The Four Power Agreement on Berlin, also known as the Berlin Agreement or the Quadripartite Agreement on Berlin, was agreed on 3 September 1971 by the four wartime Allied powers, represented by their ambassadors. The four foreign ministers, Alec Douglas-Home of the United Kingdom, Andrei Gromyko of the Soviet Union, Maurice Schumann of France, and William P. Rogers of the United States signed the agreement and put it into force at a ceremony in Berlin on 3 June 1972. The agreement was not a treaty and required no formal ratification.
By reconfirming the post-1945 existence of the rights and responsibilities of the Four Powers for the future of Berlin and Germany as a whole, which the Soviets had earlier claimed to have abrogated (as a result of the Berlin crisis of 1959–1962), the Agreement laid the foundation for a series of East-West agreements which ushered in the period usually known as Détente. It also re-established ties between East and West Berlin, improved travel and communications between the two parts of the city and brought numerous improvements for the residents of the Western Sectors.
In order to reach such improvements, the ultimate political definition of the status of Berlin was purposely left vague, thus it preserved the differing legal positions of the two sides. The word "Berlin" does not appear in the text. The city of Berlin is identified only as the "relevant area."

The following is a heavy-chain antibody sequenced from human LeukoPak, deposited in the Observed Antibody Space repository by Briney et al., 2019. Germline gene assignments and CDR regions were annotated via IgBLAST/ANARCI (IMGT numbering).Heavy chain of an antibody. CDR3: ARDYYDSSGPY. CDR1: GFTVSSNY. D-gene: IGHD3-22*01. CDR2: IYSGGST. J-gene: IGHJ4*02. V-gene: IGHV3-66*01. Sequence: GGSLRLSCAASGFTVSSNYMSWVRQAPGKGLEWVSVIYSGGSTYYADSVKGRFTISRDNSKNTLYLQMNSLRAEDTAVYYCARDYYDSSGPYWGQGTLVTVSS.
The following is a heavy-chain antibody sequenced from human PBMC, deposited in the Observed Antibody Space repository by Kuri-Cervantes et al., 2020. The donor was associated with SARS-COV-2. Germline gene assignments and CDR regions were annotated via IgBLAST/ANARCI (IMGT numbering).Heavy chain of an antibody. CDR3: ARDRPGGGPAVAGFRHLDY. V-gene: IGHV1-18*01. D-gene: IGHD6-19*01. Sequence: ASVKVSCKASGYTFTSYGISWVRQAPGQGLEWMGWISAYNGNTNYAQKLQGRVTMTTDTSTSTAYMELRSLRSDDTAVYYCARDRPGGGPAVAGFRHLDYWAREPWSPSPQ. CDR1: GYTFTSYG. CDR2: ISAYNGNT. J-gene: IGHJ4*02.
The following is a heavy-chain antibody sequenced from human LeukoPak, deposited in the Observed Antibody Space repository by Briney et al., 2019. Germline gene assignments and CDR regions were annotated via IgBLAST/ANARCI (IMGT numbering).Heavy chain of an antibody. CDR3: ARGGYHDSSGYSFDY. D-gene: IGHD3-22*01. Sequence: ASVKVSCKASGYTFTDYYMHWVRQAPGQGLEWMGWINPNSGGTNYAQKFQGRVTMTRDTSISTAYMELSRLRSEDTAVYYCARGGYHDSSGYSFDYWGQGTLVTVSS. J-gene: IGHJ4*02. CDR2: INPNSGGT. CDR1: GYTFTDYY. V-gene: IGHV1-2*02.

The Quadripartite Agreement is drawn up "in the English,[i] French[ii] and Russian[iii] languages, all texts being equally authentic." Thus, there is no authentic text in the German language. The translations used by the then extant two German states had some differences.[iv]
After the agreement entered into force, the Soviet Union used this vague wording in an effort to loosen West Berlin's ties with the Federal Republic of Germany. However, the agreement contributed greatly both to a reduction of tensions between East and West over Berlin and to expanded contacts between the two parts of Germany. As such, it made an important contribution to the process that resulted in the reunification of Germany in 1990.
Along with the Allied agreement, the Basic Treaty (Grundlagenvertrag) (effective June 1973) recognized two German states, and the two countries pledged to respect one another's sovereignty. Previously, both had competing and evolving degrees of pretensions to be the sole legitimate German state. Under the terms of the treaty, diplomatic missions were to be exchanged and commercial, tourist, cultural, and communications relations established. Under the Agreement and the Treaty, in September 1973, both German states joined the United Nations.
These treaties were part of a breakthrough series of international agreements which were seen by some as formalizing the Cold War's division of Europe, while others saw this as the start of the process that led to the end of the Cold War. M. E. Sarotte wrote in 2001 that "...despite all the fears, both sides managed to make many bargains as a result of the détente dialogue."